DEATH OF THE EMPEROR OF RUSSIA.
Yesterday afternoon the town was startled by intelligence of the serious illness of the Emperor of Russia, and the statement that his physicians had given up all hope of his recovery. Within an hour or two of the publication of this report, which was doubted by many persons, mindful of "the fall of Sebastopol," ' there came another report, more than con- firming the first—the Emperor had died early yesterday morning. When the House of Lords assembled, the Peers showed unusual ex- citement. A motion by Lord Lyndhurst stood for that evening, " to call the attention of the House to the position of Prussia with reference to the approaching negotiations at Vienna."
At the outset of the proceedings of the House, however, the Earl of CLARENDON made a statement on the subject uppermost in all minds.
"My Lords, I feel it my duty to communicate to your Lordships the con- tents of a telegraphic despatch I received half-an-hour ago from her Ma- jesty's Minister at the Hague. It is as follows— 'The Emperor Nicholas died this morning, at one o'clock, of pulmonic apoplexy, after an attack of influenza.'
"I have also received a despatch from her Majesty's Minister at Berlin, stating that the Emperor of Russia died at twelve o'clock. About an hour before these despatches arrived, I received accounts from Berlin, from my noble friend Lord John Russell, in which he stated that the Emperor was on the point of death, and had already taken leave of his family. I apprehend, my Lords, although this event occurred so short a time ago as between twelve and one o'clock this morning, that there can be no doubt as to its au- thenticity. Under these circumstances, as this unexpected event must ex- ercise so important and immediate an influence on the war, on the negotia- tions for peace that are now going on, and possibly on the policy of Russia, I think my noble friend will agree with me that it might be attended with much inconvenience if he brought forward his motion this evening. I therefore trust that he will not, on public grounds, object to the request I take the liberty of making."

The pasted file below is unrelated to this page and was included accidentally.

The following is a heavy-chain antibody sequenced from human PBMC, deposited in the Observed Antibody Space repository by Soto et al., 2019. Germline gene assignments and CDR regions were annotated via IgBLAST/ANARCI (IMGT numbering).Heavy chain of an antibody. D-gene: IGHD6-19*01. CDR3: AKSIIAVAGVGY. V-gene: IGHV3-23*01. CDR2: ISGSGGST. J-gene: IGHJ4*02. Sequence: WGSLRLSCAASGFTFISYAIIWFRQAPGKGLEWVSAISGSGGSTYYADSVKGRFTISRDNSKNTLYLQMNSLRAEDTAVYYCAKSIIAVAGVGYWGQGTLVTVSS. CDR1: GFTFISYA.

Lord LYNDRUEST at once assented ; saying- " After the statement of my noble friend, it is impossible that I can pro- ceed with my motion : but I shall not withdraw it, I shall only postpone it. Unless I find, as the result of the negotiations said to be going on at Berlin, that the Prussian Court accedes to the treaty of the 2d of December, or to an equivalent treaty with France and this country, I shall bring forward the motion of which I have given notice, on a future occasion."
In the House of Commons, Lord PALMERSTON made a similar reply to Mr. FRENCH- " The Government have received two telegraphic messages, one from Berlin and another from the Hague, stating that the Emperor of Russia died. in the course of the forenoon."
The following telegraphic despatch was received this afternoon.
"Berlin, Saturday Aforning.—The Czezarewitch Alexander assumed the Government at Petersburg yesterday afternoon, and received homage as Emperor. Prince Charles of Prussia leaves Berlin tomorrow, to be present at the funeral of the late Emperor."